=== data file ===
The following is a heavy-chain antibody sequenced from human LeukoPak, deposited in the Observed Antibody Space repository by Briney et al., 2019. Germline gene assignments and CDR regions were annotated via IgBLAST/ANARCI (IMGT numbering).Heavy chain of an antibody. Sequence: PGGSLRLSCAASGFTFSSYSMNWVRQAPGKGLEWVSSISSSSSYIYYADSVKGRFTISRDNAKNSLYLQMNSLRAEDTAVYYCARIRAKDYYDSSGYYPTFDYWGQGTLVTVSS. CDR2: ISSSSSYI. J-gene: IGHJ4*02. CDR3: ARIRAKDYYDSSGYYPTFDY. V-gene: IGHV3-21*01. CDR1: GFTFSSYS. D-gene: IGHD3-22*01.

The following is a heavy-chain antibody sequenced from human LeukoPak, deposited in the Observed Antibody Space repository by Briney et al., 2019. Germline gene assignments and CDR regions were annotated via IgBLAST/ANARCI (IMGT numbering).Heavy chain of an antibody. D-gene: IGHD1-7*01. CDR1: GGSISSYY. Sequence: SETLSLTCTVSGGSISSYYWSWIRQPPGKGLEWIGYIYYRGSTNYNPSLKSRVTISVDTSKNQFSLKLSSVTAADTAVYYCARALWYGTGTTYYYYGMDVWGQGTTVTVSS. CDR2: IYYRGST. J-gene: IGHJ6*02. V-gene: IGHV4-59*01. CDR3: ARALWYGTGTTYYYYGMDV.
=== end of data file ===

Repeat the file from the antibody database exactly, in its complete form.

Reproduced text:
The following is a heavy-chain antibody sequenced from human LeukoPak, deposited in the Observed Antibody Space repository by Briney et al., 2019. Germline gene assignments and CDR regions were annotated via IgBLAST/ANARCI (IMGT numbering).Heavy chain of an antibody. Sequence: PGGSLRLSCAASGFTFSSYSMNWVRQAPGKGLEWVSSISSSSSYIYYADSVKGRFTISRDNAKNSLYLQMNSLRAEDTAVYYCARIRAKDYYDSSGYYPTFDYWGQGTLVTVSS. CDR2: ISSSSSYI. J-gene: IGHJ4*02. CDR3: ARIRAKDYYDSSGYYPTFDY. V-gene: IGHV3-21*01. CDR1: GFTFSSYS. D-gene: IGHD3-22*01.

The following is a heavy-chain antibody sequenced from human LeukoPak, deposited in the Observed Antibody Space repository by Briney et al., 2019. Germline gene assignments and CDR regions were annotated via IgBLAST/ANARCI (IMGT numbering).Heavy chain of an antibody. D-gene: IGHD1-7*01. CDR1: GGSISSYY. Sequence: SETLSLTCTVSGGSISSYYWSWIRQPPGKGLEWIGYIYYRGSTNYNPSLKSRVTISVDTSKNQFSLKLSSVTAADTAVYYCARALWYGTGTTYYYYGMDVWGQGTTVTVSS. CDR2: IYYRGST. J-gene: IGHJ6*02. V-gene: IGHV4-59*01. CDR3: ARALWYGTGTTYYYYGMDV.